Gainesville, Florida

Bubba & Ingrid Scales

We’re passionate about birds and nature. That’s why we opened a Wild Birds Unlimited Nature Shop in our community.

Gainesville, Florida

4212 NW 16th Boulevard
Gainesville, FL 32605

Phone: (352) 381-1997
Fax: (352) 381-1995
Email: Send Message

Store Hours:
Mon - Sat: 10:00 am - 6:00 pm
Sun: 11:00 am - 4:00 pm

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Coming, Going, or Just Passing Through

 Feeder activity slows down a bit for most of us just before overwintering birds begin to arrive in Florida.  It was about the third week in October when Northern Cardinal activity plummeted at our feeders but Chipping Sparrows began arriving at about the same time.  The numbers haven't built up much yet but let's hope they're on their way soon along with many other overwintering species.  Here is a summary of the more common feeder birds whose activity varies due to migration.

American Goldfinch - A winter resident that begins to return in mid fall but doesn’t build at feeders until winter. Favorite food is oil sunflower but prefers nyjer closer to spring migration.  
Baltimore Oriole - Migrants move through in late summer and early fall and overwintering birds return in November. Favorite food is fruit (oranges, grapes, jelly, etc.), suet, and nectar.
Chipping Sparrow - Winter resident arrives in October and builds consistently into winter. “Chippies” can form large flocks. Favorite food is millet.  
Yellow-rumped Warbler - One of the most abundant overwintering birds but unpredictable at feeders. Can become very regular at feeders in small numbers. Favorite food is insects, suet, and Bark Butter.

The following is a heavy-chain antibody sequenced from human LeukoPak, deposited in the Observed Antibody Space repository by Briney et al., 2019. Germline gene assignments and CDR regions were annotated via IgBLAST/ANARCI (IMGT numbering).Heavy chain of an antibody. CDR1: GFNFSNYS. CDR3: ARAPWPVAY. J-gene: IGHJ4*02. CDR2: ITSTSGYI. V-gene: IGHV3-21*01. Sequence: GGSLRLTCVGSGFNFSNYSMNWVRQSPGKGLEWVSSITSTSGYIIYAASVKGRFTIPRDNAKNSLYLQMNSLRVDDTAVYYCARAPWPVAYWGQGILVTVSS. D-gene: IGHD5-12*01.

Hummingbirds - Most of the hummingbirds that stay in Florida and other parts of the United States in winter are not Ruby-throated (right).  That distinction belongs to the Rufous Hummingbird (left), a species that breeds in the Pacific NW. Leave a nectar feeder up!  
Indigo Bunting - Migrates through in large numbers in September and October and can be regular at feeders during migration. Favorite food is millet and oil sunflower.  
Rose-breasted Grosbeak - A regular migrant throughout the fall. Many regular birdfeeders have seen a grosbeak at some point but none of us can predict what will happen year after year. They usually only stay a short time before continuing on south. The male (top) and female (bottom) look very different.   
The bright red chest of the male makes it a pretty easy identification for most, but the female is more drab and difficult to identify. We get a lot of calls at the store during migration to identify female Rose-breasted Grosbeaks. Favorite food is black oil sunflower and chips.

Local Bird Videos

Technology has brought a new dimension to the enjoyment of birdfeeding and birdwatching at Wild Birds Unlimited.  Now, you can enjoy highly entertaining videos of local bird activity shot with our own GoPro action camera by subscribing to our Facebook and Youtube pages and by checking our store website frequently for updates to our Local Bird Videos page.

Bird news on Facebook

WBU of Gainesville has a Facebook page for birding and feeder news.  Check it out!